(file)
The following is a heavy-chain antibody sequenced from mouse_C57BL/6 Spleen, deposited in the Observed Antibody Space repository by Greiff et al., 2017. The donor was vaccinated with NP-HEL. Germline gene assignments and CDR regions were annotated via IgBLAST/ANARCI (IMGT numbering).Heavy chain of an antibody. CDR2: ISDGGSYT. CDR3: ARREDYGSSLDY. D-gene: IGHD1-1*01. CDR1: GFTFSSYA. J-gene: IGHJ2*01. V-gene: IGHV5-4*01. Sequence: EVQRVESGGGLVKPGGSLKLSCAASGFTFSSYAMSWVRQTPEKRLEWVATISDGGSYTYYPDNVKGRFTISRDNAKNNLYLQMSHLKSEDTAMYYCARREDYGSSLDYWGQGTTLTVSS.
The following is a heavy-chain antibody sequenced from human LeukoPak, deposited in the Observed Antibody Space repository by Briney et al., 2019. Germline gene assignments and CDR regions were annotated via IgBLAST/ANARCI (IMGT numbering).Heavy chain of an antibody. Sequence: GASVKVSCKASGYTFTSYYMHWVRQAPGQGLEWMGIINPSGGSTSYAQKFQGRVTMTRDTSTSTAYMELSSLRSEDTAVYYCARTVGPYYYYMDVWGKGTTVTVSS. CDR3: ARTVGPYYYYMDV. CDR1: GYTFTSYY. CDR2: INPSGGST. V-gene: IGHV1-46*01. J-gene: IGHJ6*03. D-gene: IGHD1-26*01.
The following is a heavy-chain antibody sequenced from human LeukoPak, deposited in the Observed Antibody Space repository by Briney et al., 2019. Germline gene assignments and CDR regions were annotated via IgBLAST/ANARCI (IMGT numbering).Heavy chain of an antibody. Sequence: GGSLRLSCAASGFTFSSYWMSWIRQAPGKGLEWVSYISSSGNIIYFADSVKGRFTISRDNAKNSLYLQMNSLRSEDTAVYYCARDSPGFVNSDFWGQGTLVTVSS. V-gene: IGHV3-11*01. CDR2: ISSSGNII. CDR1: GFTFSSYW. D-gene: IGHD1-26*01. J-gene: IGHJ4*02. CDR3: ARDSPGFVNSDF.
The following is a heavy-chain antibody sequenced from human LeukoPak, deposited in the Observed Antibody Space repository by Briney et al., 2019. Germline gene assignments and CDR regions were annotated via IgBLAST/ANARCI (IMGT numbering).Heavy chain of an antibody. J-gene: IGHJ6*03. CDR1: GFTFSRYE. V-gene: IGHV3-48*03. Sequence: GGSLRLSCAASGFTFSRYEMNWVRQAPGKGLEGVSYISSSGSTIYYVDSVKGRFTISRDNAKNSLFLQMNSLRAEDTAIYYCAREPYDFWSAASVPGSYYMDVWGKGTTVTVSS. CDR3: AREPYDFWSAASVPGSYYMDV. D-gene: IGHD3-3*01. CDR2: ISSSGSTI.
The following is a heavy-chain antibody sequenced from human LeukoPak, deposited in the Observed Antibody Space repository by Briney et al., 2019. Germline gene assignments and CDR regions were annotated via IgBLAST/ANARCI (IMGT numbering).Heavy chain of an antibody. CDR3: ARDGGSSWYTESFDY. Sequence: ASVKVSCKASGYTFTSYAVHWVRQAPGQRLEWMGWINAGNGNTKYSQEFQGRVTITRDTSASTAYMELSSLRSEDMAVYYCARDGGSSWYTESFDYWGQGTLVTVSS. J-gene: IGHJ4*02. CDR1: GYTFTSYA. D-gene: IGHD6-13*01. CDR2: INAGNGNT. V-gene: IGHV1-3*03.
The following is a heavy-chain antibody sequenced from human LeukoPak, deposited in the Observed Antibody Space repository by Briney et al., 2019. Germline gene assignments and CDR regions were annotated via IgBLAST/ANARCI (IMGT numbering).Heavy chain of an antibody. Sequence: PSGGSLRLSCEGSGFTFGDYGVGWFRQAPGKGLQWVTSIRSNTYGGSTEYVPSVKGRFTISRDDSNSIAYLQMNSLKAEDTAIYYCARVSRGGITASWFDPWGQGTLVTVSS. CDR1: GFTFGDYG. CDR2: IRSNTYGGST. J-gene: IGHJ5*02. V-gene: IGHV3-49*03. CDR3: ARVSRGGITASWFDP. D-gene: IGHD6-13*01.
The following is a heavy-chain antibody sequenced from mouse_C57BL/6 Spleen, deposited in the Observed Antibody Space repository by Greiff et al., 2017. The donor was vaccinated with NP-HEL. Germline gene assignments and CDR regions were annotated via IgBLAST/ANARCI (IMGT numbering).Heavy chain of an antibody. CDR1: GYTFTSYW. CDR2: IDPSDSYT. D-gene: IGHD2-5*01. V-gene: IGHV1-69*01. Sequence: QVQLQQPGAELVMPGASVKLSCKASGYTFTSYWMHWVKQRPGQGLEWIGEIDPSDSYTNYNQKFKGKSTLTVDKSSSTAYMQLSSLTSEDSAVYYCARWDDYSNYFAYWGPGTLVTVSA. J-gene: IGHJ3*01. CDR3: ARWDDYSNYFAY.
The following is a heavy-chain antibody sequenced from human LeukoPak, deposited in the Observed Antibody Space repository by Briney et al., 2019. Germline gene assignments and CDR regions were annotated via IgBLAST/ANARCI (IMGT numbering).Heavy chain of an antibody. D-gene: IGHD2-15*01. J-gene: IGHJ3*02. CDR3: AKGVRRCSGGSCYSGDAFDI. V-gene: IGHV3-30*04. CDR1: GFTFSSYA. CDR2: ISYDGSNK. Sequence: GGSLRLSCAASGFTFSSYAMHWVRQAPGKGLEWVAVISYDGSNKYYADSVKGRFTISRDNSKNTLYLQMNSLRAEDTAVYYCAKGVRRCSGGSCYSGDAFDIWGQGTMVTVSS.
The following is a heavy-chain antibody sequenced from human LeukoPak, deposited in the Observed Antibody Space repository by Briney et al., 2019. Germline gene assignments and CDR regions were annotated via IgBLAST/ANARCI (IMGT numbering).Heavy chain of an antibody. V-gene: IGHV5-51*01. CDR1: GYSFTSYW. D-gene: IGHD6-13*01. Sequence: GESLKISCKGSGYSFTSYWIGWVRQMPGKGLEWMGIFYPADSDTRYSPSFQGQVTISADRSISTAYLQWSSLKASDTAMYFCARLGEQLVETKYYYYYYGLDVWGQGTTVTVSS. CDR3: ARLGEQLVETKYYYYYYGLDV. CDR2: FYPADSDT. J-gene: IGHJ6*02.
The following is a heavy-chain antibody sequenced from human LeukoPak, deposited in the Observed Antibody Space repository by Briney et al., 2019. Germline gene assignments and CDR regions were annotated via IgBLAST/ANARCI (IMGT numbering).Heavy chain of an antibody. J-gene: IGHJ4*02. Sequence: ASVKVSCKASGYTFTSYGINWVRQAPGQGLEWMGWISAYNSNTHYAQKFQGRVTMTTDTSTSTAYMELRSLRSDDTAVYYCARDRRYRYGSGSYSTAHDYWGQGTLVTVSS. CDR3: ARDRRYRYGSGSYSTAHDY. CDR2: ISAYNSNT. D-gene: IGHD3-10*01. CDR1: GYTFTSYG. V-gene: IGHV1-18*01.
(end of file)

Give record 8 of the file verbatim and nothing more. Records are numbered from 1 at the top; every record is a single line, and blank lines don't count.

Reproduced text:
The following is a heavy-chain antibody sequenced from human LeukoPak, deposited in the Observed Antibody Space repository by Briney et al., 2019. Germline gene assignments and CDR regions were annotated via IgBLAST/ANARCI (IMGT numbering).Heavy chain of an antibody. D-gene: IGHD2-15*01. J-gene: IGHJ3*02. CDR3: AKGVRRCSGGSCYSGDAFDI. V-gene: IGHV3-30*04. CDR1: GFTFSSYA. CDR2: ISYDGSNK. Sequence: GGSLRLSCAASGFTFSSYAMHWVRQAPGKGLEWVAVISYDGSNKYYADSVKGRFTISRDNSKNTLYLQMNSLRAEDTAVYYCAKGVRRCSGGSCYSGDAFDIWGQGTMVTVSS.